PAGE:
Sunday, March 21, 2010

Sepia Saturday -The Quiet Canadian

Sir William Stephenson (1896-1989)

My home town in Winnipeg, Manitoba, Canada isn't famous for much except for being flat and really when we find something to crow about - we do it. Monte Hall and Gisele McKenzie were born there and when I work that into a conversation (not very easy) the usual response is "Who??"

I discovered recently that Sir William Stephenson was born in Winnipeg and spent his formative years there. Although not exactly a household name, Stephenson accomplished much including laying the building bricks for modern espionage..what a life unfolded from a humble beginning on the Canadian prairies! When I get the "Who??" question about him, here's some of the facts from the Canadian Encyclopedia:

"Stephenson flew as a fighter pilot in WW1, winning several medals for bravery. While a student at the University of Manitoba, he invented the wirephoto and then a radio facsimile method of transmitting pictures without need of telephone, earned a fortune and an entree to influential political circles in London."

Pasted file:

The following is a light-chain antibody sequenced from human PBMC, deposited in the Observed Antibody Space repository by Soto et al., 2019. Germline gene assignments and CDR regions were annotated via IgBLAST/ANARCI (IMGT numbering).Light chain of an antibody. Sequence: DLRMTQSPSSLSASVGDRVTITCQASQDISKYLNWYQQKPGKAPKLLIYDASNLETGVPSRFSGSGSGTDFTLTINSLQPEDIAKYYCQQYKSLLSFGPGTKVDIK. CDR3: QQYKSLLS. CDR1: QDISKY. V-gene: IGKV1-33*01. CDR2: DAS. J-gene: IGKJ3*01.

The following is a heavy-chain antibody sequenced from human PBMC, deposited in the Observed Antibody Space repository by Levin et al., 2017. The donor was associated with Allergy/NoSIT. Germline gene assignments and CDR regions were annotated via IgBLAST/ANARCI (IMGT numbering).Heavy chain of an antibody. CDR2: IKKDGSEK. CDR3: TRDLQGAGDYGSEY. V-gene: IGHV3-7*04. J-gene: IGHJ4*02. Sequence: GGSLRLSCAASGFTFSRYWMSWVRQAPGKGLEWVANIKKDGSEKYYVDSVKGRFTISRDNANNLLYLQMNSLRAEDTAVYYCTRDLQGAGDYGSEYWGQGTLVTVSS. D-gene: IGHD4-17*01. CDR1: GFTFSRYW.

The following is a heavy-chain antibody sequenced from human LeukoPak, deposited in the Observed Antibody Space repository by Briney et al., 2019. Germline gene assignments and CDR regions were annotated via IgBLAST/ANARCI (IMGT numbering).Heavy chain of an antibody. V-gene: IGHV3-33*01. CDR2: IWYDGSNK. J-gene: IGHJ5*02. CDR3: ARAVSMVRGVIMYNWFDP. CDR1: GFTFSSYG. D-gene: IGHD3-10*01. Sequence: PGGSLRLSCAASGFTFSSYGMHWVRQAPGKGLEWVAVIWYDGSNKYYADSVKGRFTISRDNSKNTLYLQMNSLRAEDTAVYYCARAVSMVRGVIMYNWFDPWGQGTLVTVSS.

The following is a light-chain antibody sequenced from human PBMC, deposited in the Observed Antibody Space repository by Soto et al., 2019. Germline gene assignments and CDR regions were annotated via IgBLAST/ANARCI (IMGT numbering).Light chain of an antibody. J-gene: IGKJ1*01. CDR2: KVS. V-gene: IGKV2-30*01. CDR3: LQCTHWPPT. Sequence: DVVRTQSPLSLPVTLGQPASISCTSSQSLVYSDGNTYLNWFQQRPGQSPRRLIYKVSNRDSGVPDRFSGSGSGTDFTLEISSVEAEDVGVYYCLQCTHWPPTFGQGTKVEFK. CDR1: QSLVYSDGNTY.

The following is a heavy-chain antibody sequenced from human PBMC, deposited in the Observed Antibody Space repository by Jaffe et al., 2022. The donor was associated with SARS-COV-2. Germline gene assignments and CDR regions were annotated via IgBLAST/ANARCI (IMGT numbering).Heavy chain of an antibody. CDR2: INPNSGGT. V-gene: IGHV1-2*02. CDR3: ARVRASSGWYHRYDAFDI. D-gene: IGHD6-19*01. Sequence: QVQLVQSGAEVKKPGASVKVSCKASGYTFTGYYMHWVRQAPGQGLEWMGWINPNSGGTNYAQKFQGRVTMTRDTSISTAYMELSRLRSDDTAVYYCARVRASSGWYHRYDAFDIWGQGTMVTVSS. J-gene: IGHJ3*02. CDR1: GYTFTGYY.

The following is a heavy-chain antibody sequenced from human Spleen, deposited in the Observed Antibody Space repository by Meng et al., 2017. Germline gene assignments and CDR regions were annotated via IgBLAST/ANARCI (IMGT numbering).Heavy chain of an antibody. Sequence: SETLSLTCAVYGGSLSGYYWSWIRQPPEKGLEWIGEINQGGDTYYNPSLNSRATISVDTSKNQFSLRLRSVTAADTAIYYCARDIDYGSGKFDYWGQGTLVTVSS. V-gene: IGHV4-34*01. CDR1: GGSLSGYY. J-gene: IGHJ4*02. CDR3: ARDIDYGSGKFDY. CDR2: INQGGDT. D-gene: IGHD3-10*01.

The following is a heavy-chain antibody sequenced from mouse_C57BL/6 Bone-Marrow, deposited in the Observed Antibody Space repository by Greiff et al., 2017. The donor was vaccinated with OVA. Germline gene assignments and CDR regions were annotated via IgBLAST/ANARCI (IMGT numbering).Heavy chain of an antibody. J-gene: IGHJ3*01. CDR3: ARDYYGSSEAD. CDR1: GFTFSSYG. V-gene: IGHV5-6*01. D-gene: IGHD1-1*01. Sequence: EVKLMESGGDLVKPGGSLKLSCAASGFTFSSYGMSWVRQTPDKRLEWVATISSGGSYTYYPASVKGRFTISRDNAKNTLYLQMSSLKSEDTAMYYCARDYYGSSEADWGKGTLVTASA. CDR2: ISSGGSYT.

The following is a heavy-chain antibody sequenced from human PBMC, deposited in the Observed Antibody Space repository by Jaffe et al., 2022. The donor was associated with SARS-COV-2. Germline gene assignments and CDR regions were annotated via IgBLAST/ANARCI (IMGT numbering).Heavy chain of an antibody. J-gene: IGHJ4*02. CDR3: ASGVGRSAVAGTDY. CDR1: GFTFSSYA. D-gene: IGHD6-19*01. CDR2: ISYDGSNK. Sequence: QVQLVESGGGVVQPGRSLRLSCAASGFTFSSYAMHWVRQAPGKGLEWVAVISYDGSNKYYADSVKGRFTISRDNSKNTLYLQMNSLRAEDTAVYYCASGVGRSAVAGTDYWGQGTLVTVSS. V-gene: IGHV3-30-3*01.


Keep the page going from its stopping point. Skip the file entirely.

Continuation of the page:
At the beginning of WW11, Stephenson was placed in charge of British security coordination in the Western Hemisphere, with headquarters in New York City where the telegraphic address was INTREPID - later popularized as Stephenson's code name. His organizations activities ranged form censoring transatlantic mail, breaking letter codes and forging diplomatic documents to obtaining Vichy French and Italian military codes, protecting against sabotage of American factories producing munitions for Britain and training allied agents for surreptitious entry into nazi occupied Europe.

Although Stephenson was knighted by King George Vl and awarded the US Medal for Merit not much was known about his war services until the publication of H. Montgomery Hyde's The Quiet Canadian (1962). The claims made regarding Stephenson's career have been treated with reserve by professional historians and experts on intelligence. Stephenson lived in the  W. Indies after WW11 becoming chairman of the Caribbean Development Corp and eventually retiring in Bermuda.


  1. I'm glad to know about Sir Stephenson. It seems a shame that people like that can disappear from our consciousness at the same time that we keep up on all the details of tv celebrities' lives.

  2. Very interesting. Now I want to see the movie. Or read the books.